Author: Amber Graciana Evangelista

History curator and former PROV intern Amber Evangelista recently completed a project utilising the Victorian Female Prison Register

Female prison registers

In early February 1855, Bridget Plunkett was sentenced to five years imprisonment for robbery. A quick reading of her prison record suggests she was not a woman of any particular historical significance. The 48-year-old servant was able to read (although she couldn't write) and had several petty crime charges against her name. At first glance, Plunkett’s story does not seem to be of any huge historical significance. However, ‘No 1’ is carefully inked across the top edge of her record. Plunkett just so happened to be the first of many women to be recorded in the first volume of the Victorian Female Prison Register. 

a file
Bridget Plunkett Prison Register VPRS 516 P2  Volume 1, record page 1.


Created by the Penal and Gaols Branch, the Victorian Female Prison Register records the name and details of female prisoners in custody in Victorian gaols from 1855 onwards. From theft to murder, crimes of all natures are recorded in these remarkable volumes. Between 1855 and 1948, over 7000 women’s names were recorded in the registers held by Public Record Office Victoria. Of these, sixteen are now open to public viewing. In 2015, these were made accessible online.  

Mugshots online 

Having a bit of a penchant for crime and an interest in women’s history, I was thrilled that these records were made available for download. Having viewed some of the records at PROV, I knew that several hundred of the women’s records included mug shots. These stunning black and white photographs were incredibly evocative and offered a fascinating insight into the lives of the women within the register.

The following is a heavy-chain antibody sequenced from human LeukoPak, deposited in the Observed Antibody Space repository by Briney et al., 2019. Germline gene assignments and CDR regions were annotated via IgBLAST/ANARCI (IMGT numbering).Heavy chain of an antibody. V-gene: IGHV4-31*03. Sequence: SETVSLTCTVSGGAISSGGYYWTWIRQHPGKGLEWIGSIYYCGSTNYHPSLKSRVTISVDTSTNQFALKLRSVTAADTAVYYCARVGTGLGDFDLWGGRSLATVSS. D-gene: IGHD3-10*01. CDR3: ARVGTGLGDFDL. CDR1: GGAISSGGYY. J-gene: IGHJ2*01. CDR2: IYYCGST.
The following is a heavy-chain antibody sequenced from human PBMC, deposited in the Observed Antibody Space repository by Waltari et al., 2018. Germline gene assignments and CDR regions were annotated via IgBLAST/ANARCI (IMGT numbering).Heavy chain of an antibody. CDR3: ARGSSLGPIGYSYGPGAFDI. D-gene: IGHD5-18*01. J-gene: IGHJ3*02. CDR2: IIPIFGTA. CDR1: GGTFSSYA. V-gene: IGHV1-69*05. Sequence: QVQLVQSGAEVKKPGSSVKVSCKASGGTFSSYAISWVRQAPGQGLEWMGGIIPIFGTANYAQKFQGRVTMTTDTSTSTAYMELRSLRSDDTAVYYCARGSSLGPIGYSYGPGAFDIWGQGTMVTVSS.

a woman's mugshot
Mugshot of Patricia O'Brien VPRS 516 P2 Volume 14 No. 7754.


The volume of images is staggering: there are over 900 of these mugshots. Viewing them en-masse is quite an experience, and then downloading 900 images or 7,000 records is a bit laborious for most people so I wanted to create an easy means for people to view the mugshots and each woman’s story without having to download each individual record.

Together with a web developer we created an online space to display all 900 photographs. It's been a true labour of love (completed in the early hours before work!) and I'm thrilled to have finally seen it to completion.

Vagrants and murderesses

The project - named Vagrants and Murderesses- endeavours to humanise the women within the prison register records. In displaying all the photographs together it places a visual emphasis on the mugshots and encourages viewers to look a little beyond the women’s crimes. It also gives users more insight into their lives, allowing them to view each woman’s individual record.  

We decided to take the project a step further by creating a searchable database that allows users to search for particular women and compare records. As well as being able to download the records in pdf form, PROV made the VEOs (VERS Encapsulated Objects, where digitized resources are stored by PROV in a special digital format) for the register available. This meant raw data from each record was available - including parts of each record that had been transcribed. This included date of birth, place of origin, their offense, occupation, religion, marital status as well as physical descriptions. Due to the online availability of these VEOs, this information is now available and searchable via Vagrants and Murderesses.